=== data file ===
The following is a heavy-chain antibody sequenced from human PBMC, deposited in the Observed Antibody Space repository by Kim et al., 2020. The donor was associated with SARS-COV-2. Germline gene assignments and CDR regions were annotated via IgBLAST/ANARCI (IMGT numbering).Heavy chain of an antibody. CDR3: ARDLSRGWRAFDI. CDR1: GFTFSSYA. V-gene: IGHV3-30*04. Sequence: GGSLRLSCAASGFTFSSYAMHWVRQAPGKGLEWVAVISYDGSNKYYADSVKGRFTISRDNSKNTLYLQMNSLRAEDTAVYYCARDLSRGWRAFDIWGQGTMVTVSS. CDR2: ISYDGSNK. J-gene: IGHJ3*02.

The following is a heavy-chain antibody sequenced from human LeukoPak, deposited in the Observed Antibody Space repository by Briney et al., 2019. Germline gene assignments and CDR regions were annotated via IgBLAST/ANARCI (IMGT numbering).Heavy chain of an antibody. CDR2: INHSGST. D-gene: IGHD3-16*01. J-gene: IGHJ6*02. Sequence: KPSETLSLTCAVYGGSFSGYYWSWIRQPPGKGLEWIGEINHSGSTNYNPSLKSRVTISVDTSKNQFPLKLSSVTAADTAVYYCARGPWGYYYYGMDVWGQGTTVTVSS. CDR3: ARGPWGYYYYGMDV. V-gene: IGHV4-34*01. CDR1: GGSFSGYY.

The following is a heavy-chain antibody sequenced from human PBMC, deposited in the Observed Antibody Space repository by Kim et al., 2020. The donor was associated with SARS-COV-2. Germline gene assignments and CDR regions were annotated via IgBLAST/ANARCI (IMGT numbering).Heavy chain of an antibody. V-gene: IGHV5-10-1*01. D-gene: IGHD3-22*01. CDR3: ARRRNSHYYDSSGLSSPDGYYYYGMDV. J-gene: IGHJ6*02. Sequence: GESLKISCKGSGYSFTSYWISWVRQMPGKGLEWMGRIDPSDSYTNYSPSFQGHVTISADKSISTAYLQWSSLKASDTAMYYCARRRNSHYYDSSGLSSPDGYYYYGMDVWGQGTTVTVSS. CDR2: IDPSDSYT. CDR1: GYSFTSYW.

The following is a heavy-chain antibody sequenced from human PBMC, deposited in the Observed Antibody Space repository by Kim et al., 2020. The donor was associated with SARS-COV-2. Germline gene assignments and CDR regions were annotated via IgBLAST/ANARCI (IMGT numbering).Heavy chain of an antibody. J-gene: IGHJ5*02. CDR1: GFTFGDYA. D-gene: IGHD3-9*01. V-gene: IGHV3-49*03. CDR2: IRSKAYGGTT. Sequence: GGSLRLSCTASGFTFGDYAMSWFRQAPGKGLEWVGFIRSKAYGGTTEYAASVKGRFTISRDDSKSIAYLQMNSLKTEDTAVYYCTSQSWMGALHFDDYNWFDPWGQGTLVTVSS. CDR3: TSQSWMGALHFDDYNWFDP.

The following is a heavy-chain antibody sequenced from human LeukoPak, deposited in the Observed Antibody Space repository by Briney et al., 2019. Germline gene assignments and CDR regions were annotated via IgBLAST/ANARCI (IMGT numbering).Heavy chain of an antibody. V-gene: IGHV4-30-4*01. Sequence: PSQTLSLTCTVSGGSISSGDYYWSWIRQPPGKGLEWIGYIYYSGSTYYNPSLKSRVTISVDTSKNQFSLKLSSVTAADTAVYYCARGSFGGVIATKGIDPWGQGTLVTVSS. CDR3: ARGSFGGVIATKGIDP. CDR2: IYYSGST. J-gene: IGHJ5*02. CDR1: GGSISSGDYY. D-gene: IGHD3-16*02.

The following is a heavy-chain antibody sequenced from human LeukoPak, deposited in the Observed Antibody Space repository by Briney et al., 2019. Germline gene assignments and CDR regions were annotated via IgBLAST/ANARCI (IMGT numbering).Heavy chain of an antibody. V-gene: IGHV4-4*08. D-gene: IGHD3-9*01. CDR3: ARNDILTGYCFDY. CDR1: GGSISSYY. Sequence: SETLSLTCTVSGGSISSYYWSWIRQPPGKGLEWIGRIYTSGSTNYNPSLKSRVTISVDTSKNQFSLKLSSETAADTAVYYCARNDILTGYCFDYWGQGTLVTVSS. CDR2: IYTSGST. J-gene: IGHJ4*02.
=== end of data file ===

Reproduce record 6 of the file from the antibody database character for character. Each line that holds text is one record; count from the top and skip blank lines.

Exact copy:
The following is a heavy-chain antibody sequenced from human LeukoPak, deposited in the Observed Antibody Space repository by Briney et al., 2019. Germline gene assignments and CDR regions were annotated via IgBLAST/ANARCI (IMGT numbering).Heavy chain of an antibody. V-gene: IGHV4-4*08. D-gene: IGHD3-9*01. CDR3: ARNDILTGYCFDY. CDR1: GGSISSYY. Sequence: SETLSLTCTVSGGSISSYYWSWIRQPPGKGLEWIGRIYTSGSTNYNPSLKSRVTISVDTSKNQFSLKLSSETAADTAVYYCARNDILTGYCFDYWGQGTLVTVSS. CDR2: IYTSGST. J-gene: IGHJ4*02.